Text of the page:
Timothy
     
  7. t06afre

    AAC Fanatic!

    May 11, 2009
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    My advice had nothing to do with money;) It is just that I am that kind of person who like to build small applications. I have no use for big trainer. But well we are all different. So I suggest you go for a this http://www.mikroe.com/en/tools/easypic6/ It should be all you want. I have not used it my self but it looks cool. And I have not heard anything bad about it in this forum.
     
  8. t06afre

    AAC Fanatic!

    May 11, 2009
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  9. retched

    AAC Fanatic!

    Dec 5, 2009
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    And I would reply that I think nothing but great things about it.

    For the money (you said its a non-issue) it is a great tool. You have so much of the "little stuff" done for you that speeds development. There is an LED for every output pin so you can see what is going on and when, and use the on board leds for development purposes.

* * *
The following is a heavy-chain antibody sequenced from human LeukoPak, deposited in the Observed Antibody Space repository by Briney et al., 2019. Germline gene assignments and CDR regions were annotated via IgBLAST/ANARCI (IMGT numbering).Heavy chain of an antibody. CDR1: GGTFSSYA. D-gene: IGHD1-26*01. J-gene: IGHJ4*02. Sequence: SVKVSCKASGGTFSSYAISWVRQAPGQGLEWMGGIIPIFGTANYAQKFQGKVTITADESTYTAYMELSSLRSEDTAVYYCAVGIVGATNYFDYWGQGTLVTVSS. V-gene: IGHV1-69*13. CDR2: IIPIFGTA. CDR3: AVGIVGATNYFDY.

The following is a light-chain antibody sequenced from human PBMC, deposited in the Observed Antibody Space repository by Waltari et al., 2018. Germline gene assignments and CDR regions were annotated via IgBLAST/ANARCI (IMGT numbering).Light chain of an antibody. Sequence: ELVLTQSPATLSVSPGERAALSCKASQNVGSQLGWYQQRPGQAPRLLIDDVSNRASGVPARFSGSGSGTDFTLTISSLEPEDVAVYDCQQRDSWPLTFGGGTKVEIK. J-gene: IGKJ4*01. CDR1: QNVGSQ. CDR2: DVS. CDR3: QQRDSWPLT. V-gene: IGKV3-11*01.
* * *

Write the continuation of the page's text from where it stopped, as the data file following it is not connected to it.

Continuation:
Also, the on-board COG and QVGA touchscreen, PICKIT like in-circuit programmer Debugger, on-board power supply, usb, rj-45, rs-232, ps2 A DIP switch for pull-up/down resistors for EVERY pin.

    58 push buttons to set up a keyboard, or up/down/left/right/select keypad Onboard ADC for PICS that have none. eeprom onboard. Temperature sensor, and port expanders to add a about anything you could want.

    If you wanted to build a datalogger and store the data on a memory card, you could start with the easypic6, add the memory-card add-on and do your development. When done, you can take the memory card add-on and use it DIRECTLY in your new product. It allows for such simple interfacing to anything. Id say go for it.

    [ed]
    Sorry, I had to take a deep-breath.....whoooosh.. I really like this tool.

    The only down-side, is the size. It is about 1 foot square. But that 1 square foot is PACKED.
    [/ed]
     
    Last edited: Mar 24, 2010